How smaller Premier League clubs could compete or possibly overtake the big boys

One look through the Premier League finances quickly shows that it is a very uneven financial field. Based on this it at least appears on the surface that there are only a number of Premier League teams that have a realistic chance of winning the title and qualifying for the Champions League by finishing in the top four places in the league. However, is that just close minded thinking? And can Major League Baseball (MLB) in the US and a book written by Michael Lewis entitled Moneyball provide inspiration for smaller teams with less money?

Moneyball details the success that MLB franchise Oakland Athletics had despite having significantly smaller budgets. Oakland A’s had some truly remarkable seasons, most notably in 2001 and 2002. In 2001 they won the American League West with a 102/60 win/loss record. However, the following season they did even better by winning the American League West with a 103/59 win/loss record. These achievements are to be commended under any circumstances – but the truly remarkable thing is they did it with a payroll considering less than their rivals.

Comparisons with the MLB in 2002 and world football now can be drawn at the time. As the game was ceasing to become an athletic competition and becoming a financial one; at the time the gap between the richest and poorest teams was the greatest of any professional sport. To put things into perspective, the richest team was the New York Yankees and they had a payroll of $126m and the two poorest teams were Oakland A’s and the Tampa Bay Devil Rays had a payroll of around $40m. However, despite that financial difference Oakland A’s showed that they can perform equally well in the regular season as the New York Yankees – because both teams won the same number of games.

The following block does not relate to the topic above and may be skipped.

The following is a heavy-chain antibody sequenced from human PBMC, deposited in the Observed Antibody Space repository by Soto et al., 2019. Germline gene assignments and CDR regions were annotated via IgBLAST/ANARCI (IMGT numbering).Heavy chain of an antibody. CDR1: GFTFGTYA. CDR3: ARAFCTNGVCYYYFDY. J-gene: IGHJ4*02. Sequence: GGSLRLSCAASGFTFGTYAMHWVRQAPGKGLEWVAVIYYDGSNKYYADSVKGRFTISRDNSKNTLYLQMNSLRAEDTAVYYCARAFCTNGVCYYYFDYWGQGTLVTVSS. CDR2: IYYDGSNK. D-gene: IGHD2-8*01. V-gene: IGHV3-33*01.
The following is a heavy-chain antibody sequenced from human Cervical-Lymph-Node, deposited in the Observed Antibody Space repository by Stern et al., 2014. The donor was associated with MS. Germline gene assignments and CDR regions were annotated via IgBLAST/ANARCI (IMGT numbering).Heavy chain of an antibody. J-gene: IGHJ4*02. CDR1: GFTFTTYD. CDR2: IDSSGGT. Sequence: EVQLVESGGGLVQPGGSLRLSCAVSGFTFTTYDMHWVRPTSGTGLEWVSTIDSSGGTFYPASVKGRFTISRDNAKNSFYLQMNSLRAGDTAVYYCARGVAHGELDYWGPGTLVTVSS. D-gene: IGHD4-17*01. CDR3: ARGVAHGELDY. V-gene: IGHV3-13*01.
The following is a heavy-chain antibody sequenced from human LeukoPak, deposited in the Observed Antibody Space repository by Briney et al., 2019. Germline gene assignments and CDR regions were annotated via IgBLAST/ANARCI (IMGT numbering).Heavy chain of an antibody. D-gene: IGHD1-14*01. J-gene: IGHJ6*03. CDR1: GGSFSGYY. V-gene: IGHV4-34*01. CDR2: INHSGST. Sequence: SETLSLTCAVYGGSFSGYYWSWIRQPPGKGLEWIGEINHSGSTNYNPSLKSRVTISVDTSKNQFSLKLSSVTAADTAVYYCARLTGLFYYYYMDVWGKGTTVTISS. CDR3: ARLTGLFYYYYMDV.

Critics might say that Oakland A’s performance is somewhat less impressive without World Series wins – but doing well in the regular season and qualifying for the play-offs is a measure of consistency. Much like in the Premier League qualifying for the Champions League is the real gauge of consistency. Arsenal fans may bemoan the lack of trophies – but would they really swap their place in the Champions League for winning the FA Cup.

But back to the Oakland A’s performance in the 2002 season – it is really hard to comprehend how incredible it is; a bit like if Wigan Athletic winning the same number of games as Manchester United and finished second in the Premier League. However, as the Premier League is at the moment it’s hard to imagine that such a feat is even possible.

MLB had a similar issue until the moneyball concept completely changed things and defied belief in the baseball world – how a team with so much less money could be successful. The trick in baseball seemed to be to take a much more scientific approach to how teams were put together. It became less about who the magazines/newspapers thought were the best players and to a certain extent less about what the scouts made of the player on one-off games – but much more about what the statistics said. Ball players were now being signed on data from someone’s laptop, even when it seemed to defy what the scouts thought they knew. Ball players were being traded despite being out of shape and being unable to run. But somehow the statistics concluded they were effective and the statistics were proved to be correct.